Learning - Student engagement
The Great North Museum: Hancock is part of Newcastle University and supports student learning and research in lots of ways.
One of the things that we are passionate about is providing high quality placements to support career development through work experiences which aim to develop specialist skills to support graduate employment.
Here are some testimonials from past placement students about their experience working with the learning team at the Great North Museum: Hancock.
"I studied my degree at Newcastle in Archaeology and English. I did a placement at GNM: Hancock in my third year, having done a couple of modules in museums and heritage in my first year, and volunteered at museums during the summer vacations. The placement I did at GNM: Hancock helped me develop skills in research, organising volunteers and engaging with the public. It encouraged me to study for an MA in heritage and gave me invaluable experience in informal learning and working with visitors that has led me to become the Learning Officer for a museum in Warwickshire."
"I studied BA History and Archaeology at Newcastle University, and chose the final year Career Development Module as it balanced perfectly with my dissertation and other modules. I had already been volunteering a little at the museum, and gained experience in leading history workshops. Using the volunteering with the Career Development Module meant I could gain academic recognition for my role at the museum. I became more confident in working with young people and delivering content that related to collections at the GNM. Thanks to the placement, I was able to gain a casual paid position, which worked perfectly alongside my MA in History. I also felt more able to apply for jobs, such as Graduate Ambassador, that required public speaking and the development of material for use in schools."
"In the third year of my Ancient History degree, I did a few days’ work experience with the learning team at the GNM, to help me decide whether to do a Museum Studies MA. I loved the placement and decided to apply for the MA on a part-time basis. The GNM team also kindly agreed to let me volunteer weekly. I developed skills in; working with children and volunteers, researching and designing activities and public engagement. This led to me becoming a casual Assistant Learning Officer for TWAM and now I work in a range of museums across the city."
"My time spent volunteering at the Great North Museum as part of the career development module of my undergrad has proven invaluable to me. Not only because I was able to gain experience in developing learning resources for school children, communicating science to visitors, and working as part of a team to develop exhibitions, but also because I have made friends with whom I remain in contact after almost 5 years. Currently I am a trainee science teacher, and many of the skills I discussed at interview that led me to success came from my time at the museum. I highly recommend taking advantage of their volunteer opportunities, whether for professional development, or simply enjoyment."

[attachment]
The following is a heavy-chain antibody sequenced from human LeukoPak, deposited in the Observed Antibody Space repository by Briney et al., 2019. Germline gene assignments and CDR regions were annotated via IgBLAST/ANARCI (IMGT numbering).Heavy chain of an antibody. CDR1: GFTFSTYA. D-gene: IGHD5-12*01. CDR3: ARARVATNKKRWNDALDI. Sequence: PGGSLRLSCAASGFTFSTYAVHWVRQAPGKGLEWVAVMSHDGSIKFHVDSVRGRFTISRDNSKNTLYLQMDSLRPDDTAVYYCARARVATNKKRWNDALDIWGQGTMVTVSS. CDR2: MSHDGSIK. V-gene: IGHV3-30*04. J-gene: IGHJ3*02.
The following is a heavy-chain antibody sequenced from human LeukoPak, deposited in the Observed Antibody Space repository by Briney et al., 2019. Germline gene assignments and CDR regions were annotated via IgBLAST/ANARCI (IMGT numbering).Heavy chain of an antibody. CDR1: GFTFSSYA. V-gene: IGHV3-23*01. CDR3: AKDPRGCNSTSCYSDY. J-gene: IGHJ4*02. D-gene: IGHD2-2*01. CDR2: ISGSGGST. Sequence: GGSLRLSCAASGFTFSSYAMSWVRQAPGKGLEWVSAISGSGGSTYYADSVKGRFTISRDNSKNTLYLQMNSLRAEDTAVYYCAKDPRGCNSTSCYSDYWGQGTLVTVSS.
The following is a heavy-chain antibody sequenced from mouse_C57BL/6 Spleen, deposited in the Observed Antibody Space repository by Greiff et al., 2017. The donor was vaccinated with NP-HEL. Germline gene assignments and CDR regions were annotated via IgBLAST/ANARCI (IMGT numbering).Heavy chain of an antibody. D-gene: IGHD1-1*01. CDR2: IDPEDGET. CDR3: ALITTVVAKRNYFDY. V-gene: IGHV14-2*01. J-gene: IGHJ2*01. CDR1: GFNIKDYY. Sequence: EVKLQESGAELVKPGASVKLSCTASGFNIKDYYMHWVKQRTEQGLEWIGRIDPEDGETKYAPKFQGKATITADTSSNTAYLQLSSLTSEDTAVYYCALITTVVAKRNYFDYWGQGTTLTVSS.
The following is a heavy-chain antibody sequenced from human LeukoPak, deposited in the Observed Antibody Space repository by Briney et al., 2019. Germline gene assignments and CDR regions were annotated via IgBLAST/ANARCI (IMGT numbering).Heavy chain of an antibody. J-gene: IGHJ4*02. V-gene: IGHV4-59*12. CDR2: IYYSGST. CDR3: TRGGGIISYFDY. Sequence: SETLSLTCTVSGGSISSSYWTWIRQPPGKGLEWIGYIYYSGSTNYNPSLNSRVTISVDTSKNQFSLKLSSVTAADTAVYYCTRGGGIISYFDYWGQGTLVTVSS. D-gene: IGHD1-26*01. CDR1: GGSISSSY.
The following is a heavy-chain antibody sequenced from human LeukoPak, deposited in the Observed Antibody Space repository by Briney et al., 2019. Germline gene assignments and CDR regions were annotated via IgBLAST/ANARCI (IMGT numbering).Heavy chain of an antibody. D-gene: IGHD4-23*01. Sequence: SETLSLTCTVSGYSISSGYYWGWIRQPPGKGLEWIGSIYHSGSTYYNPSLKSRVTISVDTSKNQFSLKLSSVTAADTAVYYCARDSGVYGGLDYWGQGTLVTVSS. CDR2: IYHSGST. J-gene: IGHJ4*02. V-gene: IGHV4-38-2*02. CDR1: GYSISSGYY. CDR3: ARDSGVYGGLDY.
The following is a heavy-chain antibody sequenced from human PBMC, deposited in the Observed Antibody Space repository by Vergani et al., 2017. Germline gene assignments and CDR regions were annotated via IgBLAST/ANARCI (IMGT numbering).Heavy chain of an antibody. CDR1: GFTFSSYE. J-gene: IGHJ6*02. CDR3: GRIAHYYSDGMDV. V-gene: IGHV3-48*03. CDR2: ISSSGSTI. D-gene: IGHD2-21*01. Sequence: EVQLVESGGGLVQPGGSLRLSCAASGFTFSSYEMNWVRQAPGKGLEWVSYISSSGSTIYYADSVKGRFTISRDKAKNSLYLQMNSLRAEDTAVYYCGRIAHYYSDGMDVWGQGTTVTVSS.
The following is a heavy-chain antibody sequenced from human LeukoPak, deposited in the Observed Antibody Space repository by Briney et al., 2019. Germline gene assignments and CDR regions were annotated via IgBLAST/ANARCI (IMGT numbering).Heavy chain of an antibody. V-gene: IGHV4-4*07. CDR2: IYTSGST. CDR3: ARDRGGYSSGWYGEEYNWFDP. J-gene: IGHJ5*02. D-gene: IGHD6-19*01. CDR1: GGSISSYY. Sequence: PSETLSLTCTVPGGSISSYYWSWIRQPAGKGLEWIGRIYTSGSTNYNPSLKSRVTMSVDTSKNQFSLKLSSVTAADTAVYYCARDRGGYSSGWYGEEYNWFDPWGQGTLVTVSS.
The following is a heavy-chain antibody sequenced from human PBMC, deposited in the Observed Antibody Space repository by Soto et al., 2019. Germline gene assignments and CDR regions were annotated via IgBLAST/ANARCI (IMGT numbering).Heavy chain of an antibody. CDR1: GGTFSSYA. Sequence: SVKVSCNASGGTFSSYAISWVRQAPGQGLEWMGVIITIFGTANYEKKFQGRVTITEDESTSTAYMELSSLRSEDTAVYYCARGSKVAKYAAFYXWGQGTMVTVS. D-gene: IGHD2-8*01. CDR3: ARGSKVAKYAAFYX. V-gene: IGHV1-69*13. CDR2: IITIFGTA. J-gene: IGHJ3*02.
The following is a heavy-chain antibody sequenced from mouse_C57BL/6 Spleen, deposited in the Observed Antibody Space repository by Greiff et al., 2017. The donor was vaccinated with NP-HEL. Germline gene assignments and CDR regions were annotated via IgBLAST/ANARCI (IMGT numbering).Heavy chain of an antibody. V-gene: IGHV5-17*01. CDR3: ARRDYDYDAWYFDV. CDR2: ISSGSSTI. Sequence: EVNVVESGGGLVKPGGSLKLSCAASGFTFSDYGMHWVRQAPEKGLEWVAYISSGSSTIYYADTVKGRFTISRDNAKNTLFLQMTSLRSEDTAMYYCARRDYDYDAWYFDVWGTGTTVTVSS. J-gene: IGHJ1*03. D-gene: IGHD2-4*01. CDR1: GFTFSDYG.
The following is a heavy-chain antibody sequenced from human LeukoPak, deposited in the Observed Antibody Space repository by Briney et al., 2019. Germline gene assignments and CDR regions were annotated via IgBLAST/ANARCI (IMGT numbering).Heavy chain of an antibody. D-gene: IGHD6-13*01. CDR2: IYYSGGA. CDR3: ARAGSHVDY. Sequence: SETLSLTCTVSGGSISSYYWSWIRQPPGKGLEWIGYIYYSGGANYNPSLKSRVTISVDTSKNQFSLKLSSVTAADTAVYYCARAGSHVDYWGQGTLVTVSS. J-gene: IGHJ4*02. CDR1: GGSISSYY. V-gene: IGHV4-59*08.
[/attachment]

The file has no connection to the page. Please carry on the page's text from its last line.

"While at Newcastle University I studied a BSc in Zoology. In the second year we undertook an employability skills module which involved a job placement; I was lucky enough to get one of the placements at the Great North Museum. I was looking to do something palaeontology-related, as this is where my interests lie, and the museum provided me with a position on the Learning Team making educational resources about fossils, evolution and prehistoric life – a dream come true!
The skills I learned in science communication, organisation, task management and educating others have been very useful, not least because it helps my CV stand out. I would recommend getting a placement in a museum if you are interested in palaeontology, or similar subjects around the natural world."
As part of my microbiology PhD at the University of Sheffield funded by the Biotechnology and Biological Sciences Research Council, I had to complete an internship in an organisation away from my research, to develop my transferable skills and gain experience outside of academia. I approached the GNM:Hancock as I am interested in science communication and outreach and was also interested to find out more about the curation of museums. They were kind enough to take me on for my internship from April to July 2019 – coinciding with the amazing Dippy on Tour exhibition, which was really exciting to be able to play a small part in!
I was based in the Learning team where I helped with teaching in the workshops for primary school students, which I particularly enjoyed, as well as some of the early years activities. I found the teaching side really fulfilling, and the team were lovely to work with, offering advice and encouragement. I also got the chance to be creative and developed some resources including a museum trail. Additionally I spent some time with the Natural Sciences team in stores working with the museum collections, which appealed to my scientist’s inclination to want to sort and categorise things! It was really interesting to see “behind the scenes” at the museum in this way and handle the collections. My internship was definitely a success; I developed my professional skills, particularly working in a team and having to think on my feet, and communicating with and engaging the pupils in the workshops. I feel like I grew in confidence through the internship. It was a bit daunting at first to go head first into such a new working environment for me, but the museum staff made me feel very welcome and it has helped me to think about what I’d like to do in the future after my PhD.